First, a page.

Cleaved in half by the South China Sea, Malaysia poses as two countries in one.While the peninsula flaunts bustling cities, colonial architecture, misty tea plantations and chill-out islands, Malaysian Borneo hosts wild jungles of orangutans, granite peaks and remote tribes. Throughout these two regions is an impressive variety of microcosms ranging from the space-age high-rises of Kuala Lumpur to the traditional longhouse villages of Sarawak.
Uniting all its pockets of ethnicities, religions and landscapes is the food; between the Chinese-Malay ‘Nonya’ fare, Indian curries, Chinese buï¬€ets, Malay food stalls and Dayak specialties, with some impressive Western-style food thrown in for good measure, travelers will never go hungry here.
Top tourist spots:
Kuala Lumpur: Besides being a busy city with orderly skyscrapers and six-lane highways, it is also a place to find colonial architecture and lots of greenery. Home to the Petronas Twin Towers, the city is a shopping paradise with some of Southeast Asia’s largest shopping malls, housing the world’s top brands, and street markets where you can get one-of-a-kind items.
Sure there is a lot of traffic, but turn a corner and the city bursts to exotic life with mosques and temples side-by-side, street markets and towering high rises; added to this are the hundreds and thousands of restaurants serving every imaginable type of food to suit every budget.
Penang: An island off the northwest coast of peninsular Malaysia, Penang is blessed with a multicultural history that has led to a fascinating fusion of East and West. Claimed by the British East India Company in 1786, the island’s city center of Georgetown — listed as a UNESCO World Heritage Site — is filled with colonial architecture, temples and museums. In Penang, one will find an exciting mix of jungles, coasts, farm-land and fishing villages along with the country’s largest Buddhist temple.
Perhentian Islands: This small archipelago with two main islands – Besar, the bigger, and Kecil, the smaller, boast of splendid beaches, white sand, an amazingly blue, shallow sea and the shadow of tall palm trees. Apart from tourists, the islands are mostly uninhabited, making them a perfect place to disconnect and take a break from the hustle and bustle of modern life.
Cameron Highlands: Sitting 1,500 meters above sea level, the Cameron Highlands is an extensive hill station named after William Cameron, the British surveyor who stumbled upon the these picturesque green hills in 1885. The area hosts the largest tea plantations in Malaysia, which give it the characteristic, fuzzy appearance that attracts thousands of tourists. With temperatures rarely dropping below 10°C or rising above 21°C, this is the coolest region of Malaysia, and a longed-for destination for a break from the tropical Malaysian climate.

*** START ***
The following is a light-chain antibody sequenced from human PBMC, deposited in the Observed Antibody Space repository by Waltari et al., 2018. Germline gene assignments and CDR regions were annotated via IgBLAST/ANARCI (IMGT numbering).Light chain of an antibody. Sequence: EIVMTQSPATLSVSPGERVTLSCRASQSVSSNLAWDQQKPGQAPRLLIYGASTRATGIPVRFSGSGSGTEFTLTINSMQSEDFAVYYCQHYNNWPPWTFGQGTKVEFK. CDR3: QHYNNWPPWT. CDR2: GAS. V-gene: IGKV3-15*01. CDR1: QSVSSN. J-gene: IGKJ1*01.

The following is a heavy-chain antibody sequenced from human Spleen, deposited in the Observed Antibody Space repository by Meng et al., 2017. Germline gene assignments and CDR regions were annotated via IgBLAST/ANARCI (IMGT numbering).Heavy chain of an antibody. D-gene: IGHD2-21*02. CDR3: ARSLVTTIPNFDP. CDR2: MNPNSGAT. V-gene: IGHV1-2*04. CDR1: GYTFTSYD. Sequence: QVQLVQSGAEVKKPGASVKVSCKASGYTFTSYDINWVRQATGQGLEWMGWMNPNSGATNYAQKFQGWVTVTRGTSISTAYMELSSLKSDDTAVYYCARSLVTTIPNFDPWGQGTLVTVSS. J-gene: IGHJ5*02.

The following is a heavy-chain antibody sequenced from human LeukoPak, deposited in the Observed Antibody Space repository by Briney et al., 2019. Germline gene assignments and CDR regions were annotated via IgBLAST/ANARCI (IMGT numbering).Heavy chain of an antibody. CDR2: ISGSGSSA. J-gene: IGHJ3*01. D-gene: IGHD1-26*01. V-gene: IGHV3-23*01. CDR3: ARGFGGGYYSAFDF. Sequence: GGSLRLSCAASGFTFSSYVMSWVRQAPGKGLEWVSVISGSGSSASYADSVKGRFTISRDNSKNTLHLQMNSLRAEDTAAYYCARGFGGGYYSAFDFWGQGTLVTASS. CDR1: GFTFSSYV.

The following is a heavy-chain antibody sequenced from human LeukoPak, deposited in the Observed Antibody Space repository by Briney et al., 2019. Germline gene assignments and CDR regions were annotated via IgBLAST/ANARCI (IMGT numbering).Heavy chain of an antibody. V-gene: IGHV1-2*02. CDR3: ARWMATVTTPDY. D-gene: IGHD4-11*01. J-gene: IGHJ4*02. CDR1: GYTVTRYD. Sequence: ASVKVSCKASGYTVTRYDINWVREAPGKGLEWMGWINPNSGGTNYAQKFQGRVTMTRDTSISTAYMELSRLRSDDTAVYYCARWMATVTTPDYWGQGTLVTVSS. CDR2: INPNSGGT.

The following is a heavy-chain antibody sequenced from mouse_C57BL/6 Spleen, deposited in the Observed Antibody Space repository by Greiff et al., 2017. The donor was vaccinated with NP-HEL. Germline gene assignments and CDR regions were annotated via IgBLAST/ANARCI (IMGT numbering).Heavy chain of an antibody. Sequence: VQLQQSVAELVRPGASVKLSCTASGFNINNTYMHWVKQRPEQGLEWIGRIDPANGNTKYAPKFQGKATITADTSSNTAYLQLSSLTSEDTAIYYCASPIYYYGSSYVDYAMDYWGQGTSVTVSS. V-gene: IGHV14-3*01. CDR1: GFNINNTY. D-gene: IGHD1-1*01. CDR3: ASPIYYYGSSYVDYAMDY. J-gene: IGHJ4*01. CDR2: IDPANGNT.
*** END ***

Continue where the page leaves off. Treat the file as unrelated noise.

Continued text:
Taman Negara: With an extension of over 4,000 square kilometers, the national park of Taman Negara straddles three Malaysian states, and is under close protection, being the home to many species of endangered animals, such as the Malayan tiger, the crab-eating macaque and the Asian elephant. Bird watching, excursions through the dense jungles of the park, and the night walks,where the lack of light brings out the sounds of buzzing insects and sweeping trees are particularly thrilling.
Petronas Towers: Kuala Lumpur’s Petronas Twin Towers are an example of Malaysia’s urban design excellence. Designed by American architecture star César Pelli and officially inaugurated in 1999, the towers were the tallest buildings in the world until 2004, and are still the world’s tallest twin buildings. Each rising to a little over 450 meters from ground level, and with 88 floors of offices, the towers’ most impressive feature is the double-decker bridge which connects them on the 41st and 42nd floors. From the bridge, at 170 meters above ground, visitors can enjoy a spectacular view of the city below their feet.
Chinese New Year: Malaysia is one of the few countries in South-east Asia to celebrate Chinese New Year, which falls in January or February, in a grand manner. The Chinese communities around the country adorn their houses, streets, and other establishments with traditional red decorations to ward off bad spirits. Fireworks, along with lion and dragon dances, are performed as part of the 15-day period.